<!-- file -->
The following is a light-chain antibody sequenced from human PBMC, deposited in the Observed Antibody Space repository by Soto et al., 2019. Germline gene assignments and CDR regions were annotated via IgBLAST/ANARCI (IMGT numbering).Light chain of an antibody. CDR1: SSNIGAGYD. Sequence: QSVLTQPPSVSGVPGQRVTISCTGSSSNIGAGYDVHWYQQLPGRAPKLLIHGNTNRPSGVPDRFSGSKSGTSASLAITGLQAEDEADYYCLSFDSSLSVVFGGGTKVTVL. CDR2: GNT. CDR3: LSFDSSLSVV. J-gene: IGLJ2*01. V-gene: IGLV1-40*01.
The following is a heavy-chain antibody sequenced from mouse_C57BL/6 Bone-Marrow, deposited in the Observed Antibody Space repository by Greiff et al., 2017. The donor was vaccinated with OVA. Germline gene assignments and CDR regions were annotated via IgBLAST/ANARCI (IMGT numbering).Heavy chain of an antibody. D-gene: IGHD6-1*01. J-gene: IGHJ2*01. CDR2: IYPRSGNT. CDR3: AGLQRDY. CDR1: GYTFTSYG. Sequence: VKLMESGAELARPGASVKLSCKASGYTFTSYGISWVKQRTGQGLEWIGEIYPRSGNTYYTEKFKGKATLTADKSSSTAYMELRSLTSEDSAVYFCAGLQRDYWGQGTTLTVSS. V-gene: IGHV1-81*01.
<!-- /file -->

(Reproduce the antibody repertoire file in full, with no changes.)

The following is a light-chain antibody sequenced from human PBMC, deposited in the Observed Antibody Space repository by Soto et al., 2019. Germline gene assignments and CDR regions were annotated via IgBLAST/ANARCI (IMGT numbering).Light chain of an antibody. CDR1: SSNIGAGYD. Sequence: QSVLTQPPSVSGVPGQRVTISCTGSSSNIGAGYDVHWYQQLPGRAPKLLIHGNTNRPSGVPDRFSGSKSGTSASLAITGLQAEDEADYYCLSFDSSLSVVFGGGTKVTVL. CDR2: GNT. CDR3: LSFDSSLSVV. J-gene: IGLJ2*01. V-gene: IGLV1-40*01.
The following is a heavy-chain antibody sequenced from mouse_C57BL/6 Bone-Marrow, deposited in the Observed Antibody Space repository by Greiff et al., 2017. The donor was vaccinated with OVA. Germline gene assignments and CDR regions were annotated via IgBLAST/ANARCI (IMGT numbering).Heavy chain of an antibody. D-gene: IGHD6-1*01. J-gene: IGHJ2*01. CDR2: IYPRSGNT. CDR3: AGLQRDY. CDR1: GYTFTSYG. Sequence: VKLMESGAELARPGASVKLSCKASGYTFTSYGISWVKQRTGQGLEWIGEIYPRSGNTYYTEKFKGKATLTADKSSSTAYMELRSLTSEDSAVYFCAGLQRDYWGQGTTLTVSS. V-gene: IGHV1-81*01.